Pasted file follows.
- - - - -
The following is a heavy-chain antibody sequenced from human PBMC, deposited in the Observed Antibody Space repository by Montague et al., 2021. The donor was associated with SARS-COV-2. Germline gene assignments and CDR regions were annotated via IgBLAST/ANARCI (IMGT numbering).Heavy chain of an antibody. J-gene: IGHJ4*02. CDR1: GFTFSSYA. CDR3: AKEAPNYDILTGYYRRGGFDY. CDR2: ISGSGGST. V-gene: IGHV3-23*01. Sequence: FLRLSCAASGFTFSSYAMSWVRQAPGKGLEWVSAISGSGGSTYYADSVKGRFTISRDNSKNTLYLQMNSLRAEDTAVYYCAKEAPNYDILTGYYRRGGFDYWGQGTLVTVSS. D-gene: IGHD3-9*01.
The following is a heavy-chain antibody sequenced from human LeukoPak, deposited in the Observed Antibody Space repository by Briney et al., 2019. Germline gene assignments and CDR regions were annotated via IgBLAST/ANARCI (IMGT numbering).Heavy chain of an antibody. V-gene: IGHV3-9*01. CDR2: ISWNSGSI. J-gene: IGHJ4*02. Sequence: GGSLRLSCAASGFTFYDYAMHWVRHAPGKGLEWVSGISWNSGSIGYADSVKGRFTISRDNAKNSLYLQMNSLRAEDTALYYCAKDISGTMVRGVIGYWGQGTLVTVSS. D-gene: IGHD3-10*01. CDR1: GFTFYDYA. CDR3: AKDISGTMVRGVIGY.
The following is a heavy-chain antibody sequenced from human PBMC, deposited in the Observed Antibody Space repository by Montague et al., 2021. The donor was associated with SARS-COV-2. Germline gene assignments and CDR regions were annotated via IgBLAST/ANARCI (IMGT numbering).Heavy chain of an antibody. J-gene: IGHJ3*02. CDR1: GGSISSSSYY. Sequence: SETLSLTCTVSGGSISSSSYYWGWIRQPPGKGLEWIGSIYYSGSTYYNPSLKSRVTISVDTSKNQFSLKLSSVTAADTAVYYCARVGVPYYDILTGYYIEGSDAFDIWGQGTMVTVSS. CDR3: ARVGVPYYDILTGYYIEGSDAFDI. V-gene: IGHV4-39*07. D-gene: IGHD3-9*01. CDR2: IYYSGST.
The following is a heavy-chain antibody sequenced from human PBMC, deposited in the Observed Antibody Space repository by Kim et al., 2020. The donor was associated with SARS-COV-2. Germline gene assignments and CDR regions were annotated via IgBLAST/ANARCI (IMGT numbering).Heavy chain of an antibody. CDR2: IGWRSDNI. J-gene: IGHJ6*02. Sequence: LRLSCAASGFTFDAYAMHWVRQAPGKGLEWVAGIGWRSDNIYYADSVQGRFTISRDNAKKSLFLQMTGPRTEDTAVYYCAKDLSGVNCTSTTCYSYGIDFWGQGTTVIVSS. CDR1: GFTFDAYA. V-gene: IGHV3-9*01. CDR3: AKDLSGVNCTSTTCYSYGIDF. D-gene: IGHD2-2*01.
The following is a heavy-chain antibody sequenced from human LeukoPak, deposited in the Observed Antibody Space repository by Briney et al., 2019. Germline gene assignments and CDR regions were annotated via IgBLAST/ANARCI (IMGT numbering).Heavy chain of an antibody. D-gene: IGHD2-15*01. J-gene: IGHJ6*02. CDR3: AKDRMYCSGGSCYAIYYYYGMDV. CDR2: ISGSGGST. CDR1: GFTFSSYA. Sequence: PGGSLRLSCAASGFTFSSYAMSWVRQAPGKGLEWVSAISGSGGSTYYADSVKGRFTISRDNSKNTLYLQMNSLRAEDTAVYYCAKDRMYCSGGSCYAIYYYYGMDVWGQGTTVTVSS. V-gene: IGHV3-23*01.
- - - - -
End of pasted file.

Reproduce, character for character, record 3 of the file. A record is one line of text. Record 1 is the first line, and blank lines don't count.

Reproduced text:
The following is a heavy-chain antibody sequenced from human PBMC, deposited in the Observed Antibody Space repository by Montague et al., 2021. The donor was associated with SARS-COV-2. Germline gene assignments and CDR regions were annotated via IgBLAST/ANARCI (IMGT numbering).Heavy chain of an antibody. J-gene: IGHJ3*02. CDR1: GGSISSSSYY. Sequence: SETLSLTCTVSGGSISSSSYYWGWIRQPPGKGLEWIGSIYYSGSTYYNPSLKSRVTISVDTSKNQFSLKLSSVTAADTAVYYCARVGVPYYDILTGYYIEGSDAFDIWGQGTMVTVSS. CDR3: ARVGVPYYDILTGYYIEGSDAFDI. V-gene: IGHV4-39*07. D-gene: IGHD3-9*01. CDR2: IYYSGST.